Harvard Law Professor Yochai Benkler,testifying for the defense during a hearing to dismiss the aiding the enemy charge, stated that if Manning can be found guilty of aiding the enemy so can any of media outlet publishing the information online (like The New York Times).
  The question is where is the line become drawn? If I read a New York Times article that has potentially embarrassing information about the United States government’s foreign policy and discuss it with a friend at a Starbucks should I be concerned than if an unknown evil doer is listening that I may be aiding the enemy? Should I be afraid to write about the case against Manning on my blog or mentioning information that I learned from its coverage in the New York Times, NPR, PBS, CNN, etc? After all, there is no device on blogger to block evil doers from reading this blog.
 And why stop just at foreign policy or even classified information? Don’t people who point out the buffoonery of the Tea Party Republicans in Congress embarrass the American government and make it appear weak and inept? Is that aiding the enemy?
 Of course, this nightmare totalitarian situation, while a logical extension of the case against Manning, is never going to happen. The New York Times will not be shut down and its editorial board will not be imprisoned. No one will be dragged out of Starbucks unable to finish their latte for discussing today’s headlines on NPR. However, this extension of what it means to aid the enemy will be used selectively and its victims will be those who oppose the policies of endless warfare and corporate domination. And that’s ultimately what this trial is about. If it was merely about protecting classified information the government would have quit when Manning pled guilty to essentially leaking classified information. Instead, they have forged ahead with this insane charge in hopes of fashioning a new tool to be used to intimated whistleblowers, journalists, and any dissidents who oppose global empire and neoliberal capitalism.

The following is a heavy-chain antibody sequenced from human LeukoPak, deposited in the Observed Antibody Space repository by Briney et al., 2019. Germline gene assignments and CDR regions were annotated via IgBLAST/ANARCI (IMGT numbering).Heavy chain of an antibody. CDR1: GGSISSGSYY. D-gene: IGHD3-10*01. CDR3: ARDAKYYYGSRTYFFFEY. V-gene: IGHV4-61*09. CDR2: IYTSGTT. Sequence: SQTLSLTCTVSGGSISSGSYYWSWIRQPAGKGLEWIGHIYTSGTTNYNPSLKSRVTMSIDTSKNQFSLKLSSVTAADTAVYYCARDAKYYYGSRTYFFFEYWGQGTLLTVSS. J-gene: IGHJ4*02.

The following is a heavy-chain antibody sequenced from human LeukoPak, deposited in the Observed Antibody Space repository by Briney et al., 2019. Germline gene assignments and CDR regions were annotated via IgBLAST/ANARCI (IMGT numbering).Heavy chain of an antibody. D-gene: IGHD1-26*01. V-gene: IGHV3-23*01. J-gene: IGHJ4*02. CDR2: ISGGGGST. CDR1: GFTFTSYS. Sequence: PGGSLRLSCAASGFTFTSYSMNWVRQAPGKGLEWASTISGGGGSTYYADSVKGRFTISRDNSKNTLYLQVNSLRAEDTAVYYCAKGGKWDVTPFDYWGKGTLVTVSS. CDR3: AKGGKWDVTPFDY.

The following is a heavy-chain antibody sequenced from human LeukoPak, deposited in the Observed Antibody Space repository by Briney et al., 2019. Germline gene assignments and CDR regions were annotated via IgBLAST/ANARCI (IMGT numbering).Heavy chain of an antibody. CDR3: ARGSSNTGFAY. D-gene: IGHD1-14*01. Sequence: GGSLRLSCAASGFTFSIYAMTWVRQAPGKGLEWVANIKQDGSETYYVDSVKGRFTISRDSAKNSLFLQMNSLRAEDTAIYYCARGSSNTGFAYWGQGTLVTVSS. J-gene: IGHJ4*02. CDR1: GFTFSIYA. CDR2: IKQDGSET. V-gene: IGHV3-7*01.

As a result, we should be viewing this case not through the prism of whether Manning leaked classified information, but through the prism of one of the most important freedom of speech and freedom of press cases in decades. It is important that everyone understand what is at stake.